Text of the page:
During the coronavirus pandemic in 2020, Kronos Quartet premiered composer Angélica Negrón’s Marejada. The members performed their parts remotely in the four quadrants of a screen, each sitting before a background festooned with slips of ocean-colored paper. The music, a brilliant whirl of breezy pizzicato passages and flowing unison ones, was just as aquamarine—especially as enhanced by field recordings of beaches and birds in Puerto Rico, which is where Negrón grew up before becoming one of the brightest young composers in Brooklyn today.
The soul and sounds of Puerto Rico suffuse Negrón’s music, whether she is writing evocatively personal repertory for the likes of Kronos, Sō Percussion, and The Brooklyn Youth Chorus; singing magical realist lyrics and playing the accordion in the electro-tropical indie band Balún (which performs elsewhere at Big Ears); or creating whimsical yet exacting pieces for electronics, toys, and miked plants. In recent years, her music has been heard at the Ecstatic Music Festival, the Bang on a Can Marathon, and the New York Philharmonic Biennial.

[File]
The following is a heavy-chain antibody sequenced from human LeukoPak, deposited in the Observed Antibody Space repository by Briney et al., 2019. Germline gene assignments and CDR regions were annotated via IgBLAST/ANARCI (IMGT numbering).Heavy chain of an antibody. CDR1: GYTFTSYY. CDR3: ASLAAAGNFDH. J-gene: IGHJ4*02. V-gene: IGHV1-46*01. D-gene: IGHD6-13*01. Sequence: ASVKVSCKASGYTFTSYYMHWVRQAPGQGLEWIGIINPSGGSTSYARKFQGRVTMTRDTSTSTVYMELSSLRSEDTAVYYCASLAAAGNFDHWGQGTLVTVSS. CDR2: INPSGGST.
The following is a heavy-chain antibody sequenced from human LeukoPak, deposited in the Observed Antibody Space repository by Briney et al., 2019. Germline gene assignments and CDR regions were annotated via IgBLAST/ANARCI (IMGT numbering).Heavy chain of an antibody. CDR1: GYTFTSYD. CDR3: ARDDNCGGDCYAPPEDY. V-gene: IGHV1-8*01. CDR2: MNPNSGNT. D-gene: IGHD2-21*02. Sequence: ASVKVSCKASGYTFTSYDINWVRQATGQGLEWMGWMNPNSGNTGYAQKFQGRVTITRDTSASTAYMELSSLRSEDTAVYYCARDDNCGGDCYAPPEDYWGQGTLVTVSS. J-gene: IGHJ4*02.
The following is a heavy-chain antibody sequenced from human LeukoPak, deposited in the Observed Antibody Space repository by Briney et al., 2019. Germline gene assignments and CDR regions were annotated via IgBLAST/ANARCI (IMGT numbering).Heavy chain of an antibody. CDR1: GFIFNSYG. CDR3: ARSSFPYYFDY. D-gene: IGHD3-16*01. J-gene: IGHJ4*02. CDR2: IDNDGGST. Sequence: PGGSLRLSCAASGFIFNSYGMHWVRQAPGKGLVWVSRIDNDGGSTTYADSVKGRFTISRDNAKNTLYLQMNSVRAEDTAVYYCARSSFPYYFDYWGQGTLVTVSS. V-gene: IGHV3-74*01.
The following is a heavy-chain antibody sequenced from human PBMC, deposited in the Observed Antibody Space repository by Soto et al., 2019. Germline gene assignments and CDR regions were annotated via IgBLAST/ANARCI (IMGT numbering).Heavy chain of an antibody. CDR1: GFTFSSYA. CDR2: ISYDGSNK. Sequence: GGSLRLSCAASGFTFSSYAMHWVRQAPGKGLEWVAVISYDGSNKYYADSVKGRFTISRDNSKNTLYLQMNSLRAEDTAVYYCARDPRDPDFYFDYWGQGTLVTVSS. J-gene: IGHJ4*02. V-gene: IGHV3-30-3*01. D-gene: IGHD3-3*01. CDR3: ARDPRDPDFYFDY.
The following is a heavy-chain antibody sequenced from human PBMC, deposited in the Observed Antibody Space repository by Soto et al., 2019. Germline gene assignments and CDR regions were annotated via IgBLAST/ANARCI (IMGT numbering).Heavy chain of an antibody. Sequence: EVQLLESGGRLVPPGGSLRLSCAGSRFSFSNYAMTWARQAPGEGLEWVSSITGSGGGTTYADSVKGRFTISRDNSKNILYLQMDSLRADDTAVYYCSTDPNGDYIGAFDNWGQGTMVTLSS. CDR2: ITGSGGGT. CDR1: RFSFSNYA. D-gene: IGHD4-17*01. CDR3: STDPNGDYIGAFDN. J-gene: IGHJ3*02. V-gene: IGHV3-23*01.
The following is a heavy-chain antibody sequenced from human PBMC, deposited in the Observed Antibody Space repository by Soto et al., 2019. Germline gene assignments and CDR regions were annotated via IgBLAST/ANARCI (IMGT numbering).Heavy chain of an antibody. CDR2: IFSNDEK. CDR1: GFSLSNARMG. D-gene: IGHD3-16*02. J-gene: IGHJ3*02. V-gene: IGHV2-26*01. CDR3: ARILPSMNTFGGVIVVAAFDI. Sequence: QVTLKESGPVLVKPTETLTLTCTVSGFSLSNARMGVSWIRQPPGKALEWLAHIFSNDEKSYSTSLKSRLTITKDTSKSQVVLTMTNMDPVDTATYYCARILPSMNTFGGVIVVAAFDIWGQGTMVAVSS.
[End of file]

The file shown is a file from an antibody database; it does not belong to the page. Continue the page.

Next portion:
After studying piano and violin at the Conservatory of Music of Puerto Rico, Negrón earned a master’s degree in music composition at New York University and became a teaching artist for the New York Philharmonic’s Very Young Composers program. “I decided not to care as much about those things that come with the baggage of new music or classical music and institutions, and just think, very simply, about writing music that I was excited about, and that I wanted to go back and listen to,” she told The Creative Independent. In that freedom, the shape of a boundlessly promising career is coming into view.